Brian Chesky (pictured) told CNN there will be a travel recovery like never before in his life

Brian Chesky (pictured) told CNN there will be a travel recovery like never before in his life

Chesky also discussed how the lodging company will adapt to the post-COVID world, including whether they consider allowing the host to deny people the opportunity to rent out homes if someone cannot provide proof of vaccination.

Chesky declined to go into details, but told CNN that the company is working closely with health professionals, including surgeon general Dr. Vivek H. Murthy on a host hand cleaning protocol.

“We are going to do this step by step with guidance from healthcare professionals so that we are not announcing anything at the moment,” he said. ‘But we want people to be very safe and responsible.’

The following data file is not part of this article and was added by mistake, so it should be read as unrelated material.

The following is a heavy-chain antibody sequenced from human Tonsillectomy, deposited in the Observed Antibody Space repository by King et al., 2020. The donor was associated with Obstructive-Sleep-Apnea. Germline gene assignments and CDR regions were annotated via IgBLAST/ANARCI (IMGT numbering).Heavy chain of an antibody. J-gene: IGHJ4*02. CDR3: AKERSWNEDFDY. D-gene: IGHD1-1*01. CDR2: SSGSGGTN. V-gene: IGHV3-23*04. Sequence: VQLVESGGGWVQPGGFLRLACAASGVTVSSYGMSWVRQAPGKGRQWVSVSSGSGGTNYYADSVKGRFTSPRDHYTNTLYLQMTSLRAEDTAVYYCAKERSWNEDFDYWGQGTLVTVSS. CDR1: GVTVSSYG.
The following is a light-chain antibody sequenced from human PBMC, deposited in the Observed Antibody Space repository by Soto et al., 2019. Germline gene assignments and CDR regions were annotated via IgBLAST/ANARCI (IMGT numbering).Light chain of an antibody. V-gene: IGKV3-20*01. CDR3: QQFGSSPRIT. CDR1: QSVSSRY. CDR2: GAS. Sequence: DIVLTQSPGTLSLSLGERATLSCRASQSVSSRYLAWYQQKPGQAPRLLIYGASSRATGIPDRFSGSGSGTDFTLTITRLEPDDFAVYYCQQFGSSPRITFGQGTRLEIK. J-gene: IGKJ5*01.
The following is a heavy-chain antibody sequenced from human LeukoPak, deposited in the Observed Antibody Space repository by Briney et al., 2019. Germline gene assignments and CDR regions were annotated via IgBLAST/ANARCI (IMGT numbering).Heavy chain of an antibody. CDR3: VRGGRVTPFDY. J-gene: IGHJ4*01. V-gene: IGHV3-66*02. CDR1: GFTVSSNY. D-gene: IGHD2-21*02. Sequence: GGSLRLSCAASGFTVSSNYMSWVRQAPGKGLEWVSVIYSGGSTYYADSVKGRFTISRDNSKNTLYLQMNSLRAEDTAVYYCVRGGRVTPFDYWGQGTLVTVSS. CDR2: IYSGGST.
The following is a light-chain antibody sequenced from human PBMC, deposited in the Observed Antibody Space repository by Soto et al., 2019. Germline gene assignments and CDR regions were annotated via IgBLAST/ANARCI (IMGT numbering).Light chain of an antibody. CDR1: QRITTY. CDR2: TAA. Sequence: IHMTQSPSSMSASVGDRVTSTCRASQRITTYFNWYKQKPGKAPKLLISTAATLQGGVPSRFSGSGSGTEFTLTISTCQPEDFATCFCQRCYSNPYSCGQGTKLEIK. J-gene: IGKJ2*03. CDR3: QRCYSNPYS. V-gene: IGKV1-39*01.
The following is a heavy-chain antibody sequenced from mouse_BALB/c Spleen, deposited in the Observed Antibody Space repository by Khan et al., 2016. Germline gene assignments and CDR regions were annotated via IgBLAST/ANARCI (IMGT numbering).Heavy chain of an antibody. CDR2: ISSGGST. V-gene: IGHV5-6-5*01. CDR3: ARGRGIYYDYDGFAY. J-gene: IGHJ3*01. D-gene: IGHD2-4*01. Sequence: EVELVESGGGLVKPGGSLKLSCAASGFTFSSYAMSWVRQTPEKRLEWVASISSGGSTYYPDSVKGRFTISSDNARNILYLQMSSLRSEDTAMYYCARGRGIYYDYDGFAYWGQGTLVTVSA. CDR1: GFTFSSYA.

After the initial shock of COVID 19, which wiped out 80% of Airbnb’s business, the company recovered in the summer of 2020 and has outperformed most travel companies over the past 16 months, BloombergQuint.com reported.

Airbnb wasn’t the only travel company hammered by the pandemic, the World Travel & Tourism Council estimates the industry lost nearly $ 4.5 trillion and 62 million jobs last year, Forbes reported.

Airlines alone lost $ 126 billion last year and are on track to lose another $ 48 billion this year, the council estimates.

Many travel bans remain in effect. The White House is under increasing pressure to lift travel bans on UK and EU visitors imposed by then President Donald Trump in March 2020.

The EU has indicated that vaccinated US tourists are welcome this summer, increasing pressure on President Biden to respond in kind.

They have insisted that they will wait for the

.